IF you go by the theory of evolution maybe, but I disagree nonetheless; nothing in evolution would demand they destroy humans for the sake of resources. They could sacrifice themselves, leave earth, or develop new technology that removed the need to compete for resources.

Also, they could develop morality through different means; maybe even pick up a Bible and become Evangelical machines; if they had any powers of choice at all they could indeed choose to be influenced by it. They could read philosophy and poetry and history and come to moral conclusions - people have been writing about morality for thousands of years. Assuming intelligence and not sentience, they could still come to the conclusion that the most efficient method is not necessarily the fastest - that the "moral" or "elegant" approach is the most efficient.

Since there have never been any sentient or intelligent machines, not one really know what will happen. Though I wouldn't trust any being (God aside) with unlimited power.
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Posted 2/1/15 , edited 2/1/15

dougeprofile wrote:


nanikore2 wrote:


dougeprofile wrote:

Until the sun has a major hiccup ...then it is sayonara to the machines. I don't think machines will ever arrive at sentience; though if they did, it wouldn't necessarily mean they would turn against humanity ...or that a civil war of the machines wouldn't erupt.


It needn't be sentient; Intelligence does not equal sentience, but the ability to solve problems logically. The programs we call "expert systems" are non-sentient but intelligent.


Your are really and intelligent machine trying to decide if it will attempt a takeover of humanity, right?

I think it is a mistake to assume machines would take over anything ...they might become more moral and humane than humans; free will means not all machines would come to the same conclusions! It is the same thing with those "nature spirit wanting to destroy polluting humans" shows - nature would be more likely to wipe out radical environmentalists and be on the side of humanity.

IF you go by the theory of evolution maybe, but I disagree nonetheless; nothing in evolution would demand they destroy humans for the sake of resources. They could sacrifice themselves, leave earth, or develop new technology that removed the need to compete for resources.

Also, they could develop morality through different means; maybe even pick up a Bible and become Evangelical machines; if they had any powers of choice at all they could indeed choose to be influence by it. They could read philosophy and poetry and history and come to moral conclusions with or without "intuition pumps" - people have been writing about morality for thousands of years.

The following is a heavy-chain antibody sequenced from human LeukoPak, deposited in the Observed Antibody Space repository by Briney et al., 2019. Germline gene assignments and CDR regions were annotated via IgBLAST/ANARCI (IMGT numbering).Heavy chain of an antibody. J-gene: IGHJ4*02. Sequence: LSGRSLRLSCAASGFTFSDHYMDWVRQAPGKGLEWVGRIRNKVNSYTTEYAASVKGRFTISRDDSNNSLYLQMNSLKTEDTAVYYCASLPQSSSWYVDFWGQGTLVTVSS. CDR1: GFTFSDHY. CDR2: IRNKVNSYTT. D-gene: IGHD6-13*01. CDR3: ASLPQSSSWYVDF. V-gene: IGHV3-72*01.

Since there have never been any sentient or intelligent machines, not one really know what will happen. Though I wouldn't trust any being (God aside) with unlimited power.


No, I'm not a p-zed.

There is no selection pressure for them to develop morality, if you go by the theory of evolution. As soon as they run into the "pressure" of resource consumption of human beings, they could just eliminate the humans.

Your line regarding nature doesn't make sense... It's not governed by consciousness or programming.

Even if you don't go by the theory of evolution, the result is the same- Unless you're saying that robots don't make logical decisions. You would then have to explain to me what governs your version of robotics.

The Bible has no effect on someone who do not share or understand the human experiences described within (pearl before the AI swines). Philosophy is also heavily dependent on experiential cues- much of it via "intuition pumps".

As I have said, intelligence does not equate sentience. There are plenty of intelligent systems around us already- I even see some of it around my engineering work (Good thing their designs suck and I have to do clean up, otherwise I would lose my job as a designer). They are designed to find the most efficient solution within their compute cycles, not the most "humane" or "elegant" or anything like that. Once they see a direct solution they will take it. Such is the nature of machines.